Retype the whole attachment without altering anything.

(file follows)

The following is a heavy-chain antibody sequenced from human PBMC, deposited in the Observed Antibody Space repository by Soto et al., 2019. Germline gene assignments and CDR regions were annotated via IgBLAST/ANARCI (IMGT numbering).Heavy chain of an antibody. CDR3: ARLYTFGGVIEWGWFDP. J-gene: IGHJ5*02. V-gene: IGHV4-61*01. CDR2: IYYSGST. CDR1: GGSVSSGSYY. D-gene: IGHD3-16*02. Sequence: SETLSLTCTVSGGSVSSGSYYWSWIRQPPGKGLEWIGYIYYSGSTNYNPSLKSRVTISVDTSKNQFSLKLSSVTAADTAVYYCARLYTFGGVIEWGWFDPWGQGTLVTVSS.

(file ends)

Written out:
The following is a heavy-chain antibody sequenced from human PBMC, deposited in the Observed Antibody Space repository by Soto et al., 2019. Germline gene assignments and CDR regions were annotated via IgBLAST/ANARCI (IMGT numbering).Heavy chain of an antibody. CDR3: ARLYTFGGVIEWGWFDP. J-gene: IGHJ5*02. V-gene: IGHV4-61*01. CDR2: IYYSGST. CDR1: GGSVSSGSYY. D-gene: IGHD3-16*02. Sequence: SETLSLTCTVSGGSVSSGSYYWSWIRQPPGKGLEWIGYIYYSGSTNYNPSLKSRVTISVDTSKNQFSLKLSSVTAADTAVYYCARLYTFGGVIEWGWFDPWGQGTLVTVSS.